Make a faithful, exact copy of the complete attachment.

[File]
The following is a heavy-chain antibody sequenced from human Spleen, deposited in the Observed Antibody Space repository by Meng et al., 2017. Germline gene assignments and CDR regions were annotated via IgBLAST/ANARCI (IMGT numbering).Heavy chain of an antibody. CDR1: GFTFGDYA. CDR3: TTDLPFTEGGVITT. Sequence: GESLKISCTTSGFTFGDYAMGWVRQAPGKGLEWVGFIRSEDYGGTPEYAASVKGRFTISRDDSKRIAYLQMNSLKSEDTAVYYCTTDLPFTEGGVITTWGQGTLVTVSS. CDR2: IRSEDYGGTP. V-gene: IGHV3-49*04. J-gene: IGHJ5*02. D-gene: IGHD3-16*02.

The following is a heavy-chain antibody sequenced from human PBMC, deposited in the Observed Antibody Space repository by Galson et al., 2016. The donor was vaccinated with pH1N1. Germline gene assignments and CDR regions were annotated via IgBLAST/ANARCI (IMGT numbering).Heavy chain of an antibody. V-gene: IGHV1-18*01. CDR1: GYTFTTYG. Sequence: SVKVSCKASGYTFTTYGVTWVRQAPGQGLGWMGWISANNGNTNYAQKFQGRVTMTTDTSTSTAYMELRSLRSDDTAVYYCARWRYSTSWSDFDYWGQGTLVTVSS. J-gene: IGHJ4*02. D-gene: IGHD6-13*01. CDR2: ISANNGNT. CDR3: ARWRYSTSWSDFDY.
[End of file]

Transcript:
The following is a heavy-chain antibody sequenced from human Spleen, deposited in the Observed Antibody Space repository by Meng et al., 2017. Germline gene assignments and CDR regions were annotated via IgBLAST/ANARCI (IMGT numbering).Heavy chain of an antibody. CDR1: GFTFGDYA. CDR3: TTDLPFTEGGVITT. Sequence: GESLKISCTTSGFTFGDYAMGWVRQAPGKGLEWVGFIRSEDYGGTPEYAASVKGRFTISRDDSKRIAYLQMNSLKSEDTAVYYCTTDLPFTEGGVITTWGQGTLVTVSS. CDR2: IRSEDYGGTP. V-gene: IGHV3-49*04. J-gene: IGHJ5*02. D-gene: IGHD3-16*02.

The following is a heavy-chain antibody sequenced from human PBMC, deposited in the Observed Antibody Space repository by Galson et al., 2016. The donor was vaccinated with pH1N1. Germline gene assignments and CDR regions were annotated via IgBLAST/ANARCI (IMGT numbering).Heavy chain of an antibody. V-gene: IGHV1-18*01. CDR1: GYTFTTYG. Sequence: SVKVSCKASGYTFTTYGVTWVRQAPGQGLGWMGWISANNGNTNYAQKFQGRVTMTTDTSTSTAYMELRSLRSDDTAVYYCARWRYSTSWSDFDYWGQGTLVTVSS. J-gene: IGHJ4*02. D-gene: IGHD6-13*01. CDR2: ISANNGNT. CDR3: ARWRYSTSWSDFDY.